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Feminist Utopian Fiction

Originally posted by Satisfying Andy Licious
I think it is symptomatic of feminists that so many of them consider "fair" to be "anything that benefits me." Putting the blinders aside, you can't arbitrarily discount those novels in which the world is greatly improved because there aren't any men in it.

They aren't being arbitrarily discounted, they're being put into their proper context as a minor part of the feminist canon. BTW, which specific novels in your OP do you feel advocate the idea that society would be improved by the removal or reduction of the male population?


And you're missing the point by trying to postulate some unifying theme, because the term "feminist utopia" is a pretty self-explanatory term.

Is it? Someone else has put forward the definition of "feminist utopia" as "a society in which both genders are perfectly equal." Somehow, I sense you would disagree with this definition. Rather than simply state that the defintiion is self-explanatory, perhaps you could offer your definition of the term?

This field also has come to include feminist dystopia as the logical other side of the coin.

I suppose this is semantics, but wouldn't a feminist dystopia be an oppressive society ruled by women? When people call 1984 a communist dystopia, they aren't implying that it's a bad society to be a communist in, they're saying it's a bad society because of communism. Properly speaking, a feminist dystopia would be a bad society because of feminism. A book like The Handmaid's Tale would really be a masculinist dystopia, as it portrays a society that is oppressive because of men. Well, like I said, just a minor semantic point.

Sometimes they're polemics, sometimes not. There are the utopian polemics ("this would make things better") the dystopian polemics ("this would make things horrible") and the ones that just want to spin a good yarn.

Again, which of the novels that you listed in your OP fit into which of the categories in the quoted section above?

In drawing up this very brief list of feminist utopian fiction, I was careful to be balanced and fair - presenting ones that fantasize about men ceasing to exist alongside books imagining better, fairer relations, and noting the non-feminist use of such themes as well. My list is brief, it's hardly definative, but you can't just kick out the "all men are gone" books, as they are central to the field.

Are they? I don't think you've shown that to be true. Example: You mention Nicola Griffith's Ammonite, apparently as an example of anti-male feminist fiction. (If this isn't the case, I apologize. As I've said, I found your OP to somewhat ambiguous) However, the book is anything but: the "all-female" world is primitive and barbaric. Literally: one of the major subplots involve an all-woman barbarian invasion of (also all-woman) settled lands. Another character is a hunter who makes her living hunting down the last few sentient, aboriginal inhabitants of the planet, and using their body parts as tools and clothing. (You really don't want to know what she made her purse out of). You might not have meant this as an example of anti-male fiction, but the fact that you included it at all in a list about feminist utopian fiction, when there is absolutely nothing utopian about it, makes me question how many of the other titles you mention ought to properly be included in this thread.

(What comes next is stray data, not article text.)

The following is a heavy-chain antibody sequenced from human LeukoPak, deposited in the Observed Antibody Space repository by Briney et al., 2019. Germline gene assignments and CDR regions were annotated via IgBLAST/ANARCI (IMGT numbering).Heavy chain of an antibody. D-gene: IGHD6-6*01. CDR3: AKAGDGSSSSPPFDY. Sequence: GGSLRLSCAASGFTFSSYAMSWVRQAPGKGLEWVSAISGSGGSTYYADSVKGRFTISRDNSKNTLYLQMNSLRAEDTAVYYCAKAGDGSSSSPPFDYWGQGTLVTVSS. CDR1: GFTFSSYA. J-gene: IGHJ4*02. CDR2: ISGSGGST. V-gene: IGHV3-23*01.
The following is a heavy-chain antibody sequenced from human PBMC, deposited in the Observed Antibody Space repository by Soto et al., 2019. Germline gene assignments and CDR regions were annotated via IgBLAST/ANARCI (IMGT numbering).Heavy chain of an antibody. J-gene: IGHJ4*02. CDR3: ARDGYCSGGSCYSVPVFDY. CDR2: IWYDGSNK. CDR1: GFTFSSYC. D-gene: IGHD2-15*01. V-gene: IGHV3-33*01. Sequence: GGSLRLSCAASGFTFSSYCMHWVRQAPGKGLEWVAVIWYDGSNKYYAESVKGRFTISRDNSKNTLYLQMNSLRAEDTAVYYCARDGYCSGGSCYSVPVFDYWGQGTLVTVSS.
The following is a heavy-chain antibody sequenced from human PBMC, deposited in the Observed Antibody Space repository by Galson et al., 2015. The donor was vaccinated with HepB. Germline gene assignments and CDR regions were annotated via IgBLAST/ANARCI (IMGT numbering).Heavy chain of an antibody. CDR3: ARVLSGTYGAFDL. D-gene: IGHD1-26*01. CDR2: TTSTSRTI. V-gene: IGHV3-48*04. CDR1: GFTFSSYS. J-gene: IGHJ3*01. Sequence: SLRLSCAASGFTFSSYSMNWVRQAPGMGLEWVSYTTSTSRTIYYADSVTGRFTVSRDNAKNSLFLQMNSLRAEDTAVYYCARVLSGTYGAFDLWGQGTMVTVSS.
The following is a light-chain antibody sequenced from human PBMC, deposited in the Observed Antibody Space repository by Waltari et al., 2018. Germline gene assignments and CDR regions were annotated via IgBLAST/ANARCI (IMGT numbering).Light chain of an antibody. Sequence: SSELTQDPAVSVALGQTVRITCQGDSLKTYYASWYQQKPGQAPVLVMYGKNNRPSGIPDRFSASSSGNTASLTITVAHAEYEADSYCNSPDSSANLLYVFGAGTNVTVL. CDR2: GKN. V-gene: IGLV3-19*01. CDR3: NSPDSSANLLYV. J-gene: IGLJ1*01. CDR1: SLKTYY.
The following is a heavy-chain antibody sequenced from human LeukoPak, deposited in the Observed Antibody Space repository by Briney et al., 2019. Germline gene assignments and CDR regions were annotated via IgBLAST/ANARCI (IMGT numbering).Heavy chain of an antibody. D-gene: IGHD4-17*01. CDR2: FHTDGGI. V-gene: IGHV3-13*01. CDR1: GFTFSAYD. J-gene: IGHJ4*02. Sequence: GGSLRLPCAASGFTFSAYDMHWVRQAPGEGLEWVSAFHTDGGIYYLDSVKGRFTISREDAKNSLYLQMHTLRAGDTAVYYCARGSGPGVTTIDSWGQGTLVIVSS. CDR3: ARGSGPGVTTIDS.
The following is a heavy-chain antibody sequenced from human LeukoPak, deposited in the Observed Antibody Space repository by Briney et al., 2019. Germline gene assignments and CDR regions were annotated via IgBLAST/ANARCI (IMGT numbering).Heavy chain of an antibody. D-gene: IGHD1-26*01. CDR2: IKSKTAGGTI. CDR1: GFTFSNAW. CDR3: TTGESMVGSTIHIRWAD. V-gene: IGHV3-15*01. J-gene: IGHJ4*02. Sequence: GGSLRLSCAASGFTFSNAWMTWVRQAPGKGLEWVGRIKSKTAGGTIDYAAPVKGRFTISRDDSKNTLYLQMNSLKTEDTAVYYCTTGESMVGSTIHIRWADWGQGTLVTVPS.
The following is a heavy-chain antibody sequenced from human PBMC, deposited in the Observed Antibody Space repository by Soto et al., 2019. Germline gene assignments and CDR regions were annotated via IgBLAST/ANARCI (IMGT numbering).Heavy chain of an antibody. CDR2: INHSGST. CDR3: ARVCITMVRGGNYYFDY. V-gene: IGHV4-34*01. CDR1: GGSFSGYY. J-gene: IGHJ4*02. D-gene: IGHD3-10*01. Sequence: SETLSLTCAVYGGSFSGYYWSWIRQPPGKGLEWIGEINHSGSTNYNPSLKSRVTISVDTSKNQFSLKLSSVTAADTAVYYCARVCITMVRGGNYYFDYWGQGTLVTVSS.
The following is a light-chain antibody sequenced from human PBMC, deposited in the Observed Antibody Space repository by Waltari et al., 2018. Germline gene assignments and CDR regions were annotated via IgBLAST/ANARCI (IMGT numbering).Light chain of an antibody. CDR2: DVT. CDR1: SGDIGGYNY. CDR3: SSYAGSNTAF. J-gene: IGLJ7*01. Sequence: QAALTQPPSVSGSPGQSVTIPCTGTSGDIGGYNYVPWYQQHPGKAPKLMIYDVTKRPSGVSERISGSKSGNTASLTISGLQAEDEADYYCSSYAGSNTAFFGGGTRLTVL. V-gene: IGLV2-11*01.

Originally posted by DanielWithrow
Speculative fiction is a great way, IMO, to explore ideas for different political/social systems.

If it explored, say, how wonderful it would be if certain minority groups ceased to exist, we'd probably call it racism. When feminists write about all men ceasing to exist - it gets on a syllabus.
Maybe, maybe not. It all lies in the execution. There's a short story, "Love's Last Farewell, " by Richard Bamberg, where a "cure" for homosexuality is discovered. The story's basically a conversation between the last living homosexual and a young reporter. The reporter has a lot of reasons why the "cure" was a social good, none of which are really refuted in the story, but the author makes it unmistakably clear that the "cure" was nothing less than genocide, even if no one was killed to effect it.

Similarly, I wonder how many of the novels that present an all-female world that is "better" than the current one are necessarily promoting that as social policy, or are instead trying to present a "peace, but at what cost?" scenario. Probably not many, but it's not a decision I would want to make without first hand experience of the individual text.

And, all of that aside, which specific work of anti-male feminist fiction is being taught in colleges? You've provided a list of novels, and a conclusion, but you haven't shown that any of the novels you listed support that conclusion. Which specific books have you read that lead you to the conclusion that anti-male sentiment is a significant portion of feminist speculative fiction?

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1. That happened before YA even existed, so it's not exactly current events. It does not, in any way, mean that it's not significant, but it's just not discussed right now.
2. You're on the board now; why not open up a dialogue about it? Or does one have to be a feminist to protest rape?
3. Just because it isn't discussed on this board doesn't mean that feminists don't discuss it. The Feminists on GWS don't represent every feminist.
There's a women's magazine called Glamour where, in every issue, they go to a different country to help oppressed women. Feminists don't do photo-ops. Th…

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